Monday, January 26, 2004

4-12 in resus on a Monday following the long Chinese New Year weekend. The big surprise: resus is busier than consultation! How can this be?! The odds of this happening are almost nil, and yet, even with 2 seniors and myself in here, we've been on our feet the whole time, sending patients for CT scans, calling ortho down for a referral, ringing the ICU...

I saw 2 patients with fits today -- one an undiagnosed diabetic who presented with his first seizure, another a known epileptic with breakthrough fits. Interestingly, both cases were almost identical in terms of seizure manifestation -- generalized jerking, mildly uprolled eyes, stiffening of the neck and facial muscles, YET remaining fully alert throughout. Tap them on the shoulder and they'll talk back. "Are you okay?" I asked. "I'm fine. Can you stop this shaking?" IV Valium did the job nicely. :)

Added a new link to my blog list today. I titled it "An American ER Experience", 'cos it's maintained by a 2nd year ER resident from the States. She writes well, and has a keen eye for details despite the fast pace and constant hassle of the job. A recent entry that caught my eye can be found in the Jan 22 post, which describes a Non-Accidental Injury case ( ie. a child who has been physically abused ). A harrowing, heartbreaking account.

I almost forgot to watch this year's Golden Globes. Woke up feeling as if my head weighed a tonne this morning, but at least I caught Peter Jackson's acceptance speeches for his Best Director and Best Motion Picture ( Drama ) wins for "LOTR: The Return Of The King". No-one deserved it more, and I hope ROTK will sweep the Oscars come March. Boy am I glad I joined the LOTR tours when I visited New Zealand! What an experience! :D

I met a rather annoying patient yesterday in consult, but for some reason, I failed to put this in the blog. :P It was a man in his 30s, well-educated, courteous, and part of the hospital staff ( administrative side, I think ). He came in with classical flu complaints, so I prescribed him the usual symptomatic treatment and wrote out a medical certificate. End of story, right? Far from it. The fellow then asked if he could have some antibiotics. Nothing unusual, so I had an answer prepared.
"This is a viral infection, so antibiotics won't make any difference. Just let your immune system fight it off. You'll be fine in a couple of days."
When I dispensed this advice to my other patients in the past, I rarely encountered any problems. But a few did require further explanations before being convinced, so I patiently reassured him a few more times.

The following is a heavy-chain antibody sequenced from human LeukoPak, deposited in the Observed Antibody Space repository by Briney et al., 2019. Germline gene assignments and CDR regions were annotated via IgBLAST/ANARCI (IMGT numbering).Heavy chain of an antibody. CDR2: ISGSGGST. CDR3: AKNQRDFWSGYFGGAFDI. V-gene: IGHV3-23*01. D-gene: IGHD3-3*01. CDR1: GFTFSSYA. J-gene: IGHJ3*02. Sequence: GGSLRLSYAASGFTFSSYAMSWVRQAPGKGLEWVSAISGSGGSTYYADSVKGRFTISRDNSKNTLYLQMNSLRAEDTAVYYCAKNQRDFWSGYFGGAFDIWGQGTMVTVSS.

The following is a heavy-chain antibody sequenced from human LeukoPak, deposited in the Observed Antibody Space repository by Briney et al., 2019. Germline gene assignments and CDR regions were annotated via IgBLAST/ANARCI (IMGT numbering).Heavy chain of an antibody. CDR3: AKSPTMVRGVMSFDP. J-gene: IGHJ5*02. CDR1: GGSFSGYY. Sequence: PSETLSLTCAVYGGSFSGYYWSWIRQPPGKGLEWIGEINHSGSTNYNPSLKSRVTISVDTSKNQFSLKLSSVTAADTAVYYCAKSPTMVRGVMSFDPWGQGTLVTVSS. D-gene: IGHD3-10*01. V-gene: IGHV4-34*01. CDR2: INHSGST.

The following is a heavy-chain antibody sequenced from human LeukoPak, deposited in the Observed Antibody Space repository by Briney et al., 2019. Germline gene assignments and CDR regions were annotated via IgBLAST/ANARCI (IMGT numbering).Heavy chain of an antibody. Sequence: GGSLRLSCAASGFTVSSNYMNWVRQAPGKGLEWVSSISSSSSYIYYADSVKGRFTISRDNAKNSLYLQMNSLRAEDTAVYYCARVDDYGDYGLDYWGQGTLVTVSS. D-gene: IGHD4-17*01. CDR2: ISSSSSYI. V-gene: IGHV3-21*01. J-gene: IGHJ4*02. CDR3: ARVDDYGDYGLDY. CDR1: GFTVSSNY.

"But Doctor, I NEED the antibiotic." he implored. "It helps me recover faster. If I don't take it, I'll get worse!" He seemed so sure he'd deteriorate without this "magic drug" that I noted a mildly crazed glaze in his eyes. An image of my patient bashing me over the head if I refused him once more transiently flashed through my mind, but thankfully I managed to suppress it.
"Okay, I'm not going to argue with you over this anymore." It was hard to keep my voice even, but somehow I succeeded. "I've already explained that this is a viral condition. There are no signs whatsoever of any bacterial infection, so I am NOT going to give you an antibiotic."
His comeback was immediate. "Then can I see another doctor?"
"If you register again, sure." I replied.
"But does that mean I have to queue and pay for another consultation?" he asked.
"I'm afraid so. And the other doctor probably won't prescribe an antibiotic either, because 95% of colds are caused by viruses."
That stopped him for a moment, and he hesitated, pondering his next move. So I swooped in for the kill.
"Look, trust me on this. Just take the medications as instructed, get some rest, and I promise you'll feel better in a few days' time. IF you get worse, just come straight back and we'll consider starting antibiotic therapy then."
That did the trick. "Okay doc. Whatever you say." Then he was gone.

Once he left the room, I realized my mouth was dry. The consult, which should've taken 3 minutes at the most, had swallowed up 10 minutes of my time, due to repeated, tedious explanations of the mechanism of action of antibiotics and the epidemiology of a simple flu. In all likelihood, this man represents only the tip of the iceberg. General practitioners and even some polyclinic doctors freely dispense antibiotics for colds on a daily basis. In fact, this same patient used it as a reason for me to do the same! I bluntly told him that such indiscriminate use was wrong, and that I wasn't going to follow suit. After all, I'm not the only doc in the entire country. If he really wants an antibiotic, I'm sure someone somewhere will give it to him.

It's 10pm, and I just attended to my 2nd diabetic ketoacidosis ( DKA ) patient for the day. 2 more hours / 120 more minutes to go. I miss my bed...

Shall leave you with the promised link to Kurt Nilsen's mug shot. He's 24, and already a father of two! Boy do I feel inadequate. :P

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